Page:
The Bernard Madoff Story: The Biggest Fraud in History

Bernard Madoff, a former chairman of the Nasdaq Stock Market, a well-known and respected Wall Street Trader, and the founder of the Bernard L. Madoff Investment Securities LLC, was arrested by Federal Marshalls in his Manhattan apartment on Thursday, December 11, 2008 on the charges of fraud in his role in the running of a multi-billion dollar Ponzi scheme.

The Fraud

A Ponzi scheme is conducted much like a pyramid scheme. High returns are promised on investments and early investors are paid these high returns by being given money invested by later investors. No new money is actually made by investing. Losses from this particular Ponzi scheme are estimated at $50 billion dollars.

Bernard Madoff, age 70, has admitted to running the scheme from his own firm and has been officially charged with a single count securities fraud. If convicted he faces up to twenty years in prison and a fine of $5 million dollars. He posted his $10 million dollar bail by using his apartment as collateral.

On the day before his arrest, Madoff told the senior employees of his firm that "it's all just one big lie," and that it was "basically a giant ponzi scheme."

Effects On The Market

Officials are calling this scheme the biggest fraud in history and believe Madoff has been conducting it for the past three years, since 2005. His employees said he kept records and files of investments under lock and key and was always wary about sharing too much information about the inner workings of the company. Investors worldwide are worried about how this fraud will affect confidence in the market as people are already pulling money from hedge funds due to the current economic crisis. Many are worried that this fraud could further encourage investors to withdraw their money.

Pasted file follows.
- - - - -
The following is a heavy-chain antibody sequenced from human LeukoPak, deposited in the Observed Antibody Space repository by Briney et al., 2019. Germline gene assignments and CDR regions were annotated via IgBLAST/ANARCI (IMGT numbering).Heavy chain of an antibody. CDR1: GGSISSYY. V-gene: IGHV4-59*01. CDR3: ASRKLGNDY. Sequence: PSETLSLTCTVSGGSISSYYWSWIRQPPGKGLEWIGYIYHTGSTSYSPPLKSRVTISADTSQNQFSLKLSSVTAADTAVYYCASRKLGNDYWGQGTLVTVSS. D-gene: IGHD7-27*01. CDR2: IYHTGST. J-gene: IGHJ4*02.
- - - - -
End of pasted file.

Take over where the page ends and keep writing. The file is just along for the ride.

"This is a major blow to confidence that is already shattered -- anyone on the fence will probably try to take their money out," said Doug Kass, president of hedge fund Seabreeze Partners Management.

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Identity theft comes in many forms.

A person\92s identity can be 'borrowed' for the purpose of creating fictional credit cards or a person\92s entire identity can be usurped to the point where they can have difficulty proving that they really are who they claim to be.

Up to 18% of identity theft victims take as long as four years to realize that their identity has been stolen.

There are many ways to protect your personal identity and many steps you can take to prevent your identity from being stolen:

*Never give out unnecessary personal information
*Never provide bank details or social security numbers over the Internet
*Always remain aware of who is standing behind you when you type in your personal credit codes at ATM machines and at supermarket checkout swipe machines.